Place apple slices in a single layer on a plate and microwave on high for about 45 seconds to soften. Cover the plate with plastic wrap and a kitchen towel while rolling pastry. If you prefer, saute’ the apples in a single layer in a skillet using a small amount of butter for about 30 seconds per side to soften. Remove to a plate. Leave uncovered. Mix sugar and cinnamon in a small bowl. Roll puff pastry sheet to less than 1/8 inch thick. Cut two 3-inch by 12-14-inch strips, using a pizza cutter. Brush melted butter over dough, and sprinkle with cinnamon sugar mix. Place the apple slices lengthwise on the long edge of the dough, about ¼ inch above the edge of the dough and overlapped slightly.

Fold the bottom half of the dough over the apple slices with the rounded edges of the slices exposed. Beat the egg and water in a bowl. Brush the surface of the dough with the egg wash. Sprinkle with cinnamon sugar mix. Starting from the end, roll the dough to form a rose-shaped pastry. Seal roll with end of the dough strip. Transfer roses to ramekins. Sprinkle with a little more cinnamon sugar. Place ramekins on middle rack of oven. Bake about 25-30 minutes or until well browned. Remove from oven and place on a baking sheet and cool 5-10 minutes. Remove from ramekins and cool on a wire rack. Serve warm or cool. Sprinkle with confectioners’ sugar, or drizzle with warm caramel topping or a scoop of vanilla ice cream.

This article was written by Patricia Mathis, USU Extension 4-H and Family and Consumer Sciences Educator in Wasatch County

Carve Your Pumpkin, Keep the Seeds!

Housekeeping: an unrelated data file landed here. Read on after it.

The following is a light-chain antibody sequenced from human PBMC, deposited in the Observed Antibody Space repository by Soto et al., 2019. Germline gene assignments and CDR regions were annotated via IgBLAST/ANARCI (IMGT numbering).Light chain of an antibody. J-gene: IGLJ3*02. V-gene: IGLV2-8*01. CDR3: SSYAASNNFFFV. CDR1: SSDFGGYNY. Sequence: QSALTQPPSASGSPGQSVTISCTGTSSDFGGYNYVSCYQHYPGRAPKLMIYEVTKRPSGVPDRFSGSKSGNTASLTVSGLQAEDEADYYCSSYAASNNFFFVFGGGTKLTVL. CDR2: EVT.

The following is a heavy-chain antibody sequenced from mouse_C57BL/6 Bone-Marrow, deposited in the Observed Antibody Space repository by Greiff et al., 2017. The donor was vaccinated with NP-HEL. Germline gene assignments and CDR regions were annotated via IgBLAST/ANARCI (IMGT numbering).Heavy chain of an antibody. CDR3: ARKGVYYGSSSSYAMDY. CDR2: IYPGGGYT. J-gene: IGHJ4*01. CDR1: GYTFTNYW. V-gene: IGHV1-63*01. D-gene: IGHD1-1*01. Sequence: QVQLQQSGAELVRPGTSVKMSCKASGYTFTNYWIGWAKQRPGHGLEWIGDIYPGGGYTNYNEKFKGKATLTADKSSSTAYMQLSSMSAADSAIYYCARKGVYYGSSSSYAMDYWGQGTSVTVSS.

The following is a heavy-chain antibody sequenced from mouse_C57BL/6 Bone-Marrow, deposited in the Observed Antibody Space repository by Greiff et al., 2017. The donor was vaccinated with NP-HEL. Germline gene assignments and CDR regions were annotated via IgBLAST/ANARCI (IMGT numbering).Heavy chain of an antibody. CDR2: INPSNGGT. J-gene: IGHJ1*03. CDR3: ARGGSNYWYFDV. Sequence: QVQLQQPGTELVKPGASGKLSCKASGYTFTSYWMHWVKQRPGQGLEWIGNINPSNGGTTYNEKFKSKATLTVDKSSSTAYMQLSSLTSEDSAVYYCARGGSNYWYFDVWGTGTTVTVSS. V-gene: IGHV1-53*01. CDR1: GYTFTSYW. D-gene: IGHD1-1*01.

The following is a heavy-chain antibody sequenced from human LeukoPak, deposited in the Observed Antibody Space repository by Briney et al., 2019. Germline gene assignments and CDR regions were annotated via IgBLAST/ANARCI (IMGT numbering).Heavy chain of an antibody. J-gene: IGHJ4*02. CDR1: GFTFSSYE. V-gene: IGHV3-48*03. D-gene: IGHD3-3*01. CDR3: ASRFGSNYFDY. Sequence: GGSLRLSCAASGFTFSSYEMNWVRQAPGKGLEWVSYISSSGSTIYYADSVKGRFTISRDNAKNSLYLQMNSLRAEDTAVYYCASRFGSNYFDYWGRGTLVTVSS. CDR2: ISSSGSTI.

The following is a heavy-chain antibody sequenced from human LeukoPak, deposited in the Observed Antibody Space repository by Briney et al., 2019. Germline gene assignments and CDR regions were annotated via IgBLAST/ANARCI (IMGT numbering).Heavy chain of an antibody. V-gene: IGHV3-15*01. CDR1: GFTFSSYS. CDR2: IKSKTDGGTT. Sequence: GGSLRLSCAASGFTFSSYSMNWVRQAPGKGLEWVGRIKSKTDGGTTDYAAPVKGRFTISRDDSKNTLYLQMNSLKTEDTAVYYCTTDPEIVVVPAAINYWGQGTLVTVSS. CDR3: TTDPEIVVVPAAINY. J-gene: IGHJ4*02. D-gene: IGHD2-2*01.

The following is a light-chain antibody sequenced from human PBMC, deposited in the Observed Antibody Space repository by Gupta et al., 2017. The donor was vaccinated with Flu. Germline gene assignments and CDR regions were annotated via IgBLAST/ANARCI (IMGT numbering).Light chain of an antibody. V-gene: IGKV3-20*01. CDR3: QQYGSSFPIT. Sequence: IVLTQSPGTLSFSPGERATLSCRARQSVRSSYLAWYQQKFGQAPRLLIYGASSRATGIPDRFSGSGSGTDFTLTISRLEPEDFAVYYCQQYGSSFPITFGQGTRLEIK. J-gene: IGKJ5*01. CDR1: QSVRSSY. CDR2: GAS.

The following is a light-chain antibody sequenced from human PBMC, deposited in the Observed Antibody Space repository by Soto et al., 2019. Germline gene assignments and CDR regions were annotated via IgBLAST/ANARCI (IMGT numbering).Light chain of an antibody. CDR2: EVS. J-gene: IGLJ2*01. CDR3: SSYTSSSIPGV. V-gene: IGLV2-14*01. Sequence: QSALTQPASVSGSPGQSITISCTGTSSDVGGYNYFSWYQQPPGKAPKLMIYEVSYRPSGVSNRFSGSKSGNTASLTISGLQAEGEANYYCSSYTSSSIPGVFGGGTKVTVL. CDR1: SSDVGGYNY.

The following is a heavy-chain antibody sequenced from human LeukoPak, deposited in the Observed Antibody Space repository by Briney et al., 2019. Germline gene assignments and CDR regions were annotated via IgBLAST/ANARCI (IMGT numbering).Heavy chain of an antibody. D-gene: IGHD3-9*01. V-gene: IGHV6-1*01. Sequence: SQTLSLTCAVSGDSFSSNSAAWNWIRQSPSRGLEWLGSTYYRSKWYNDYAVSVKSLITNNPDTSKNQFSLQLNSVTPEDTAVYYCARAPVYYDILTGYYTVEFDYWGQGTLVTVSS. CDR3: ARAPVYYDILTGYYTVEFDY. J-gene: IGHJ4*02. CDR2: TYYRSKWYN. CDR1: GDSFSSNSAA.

Today we’re talking about pumpkin seeds— how to prepare them and different ways to use them. So as you get ready to carve pumpkins this year, don’t forget to save the seeds!

When you are carving that Halloween Jack-o’-lantern this year, here is one request I have for you, keep your seeds! Did you know that 1 oz of pumpkin seeds has around 5 grams of protein? Pumpkin seeds are an easy, cheap way to add a nutritious boost to your trail mix, baked goods and granola.

First and foremost, remove the pulp and seeds from the inside of your pumpkin. I like to put the seeds and pulp in a bowl of water while carving my pumpkin. This helps to pull away all the strings from the seeds. When you have only seeds left in your bowl, give them a good rinse. Move seeds to a new bowl and sprinkle with your favorite seasonings and oil. Make sure to mix well.  Next you will want to spread them evenly over a large baking tray. Bake at 350 F for 10 to 20 minutes or until lightly brown. Make sure to check and stir the seeds frequently to avoid burning. Cool pumpkin seeds and then store them in an air-tight container.

When choosing a seasoning for your pumpkin seeds, think about what you plan to do with them. The outer part of the pumpkin seed can be removed (hulled) after they have been roasted. The inner part of the pumpkin seed is a green color and is a great addition to breads and muffins.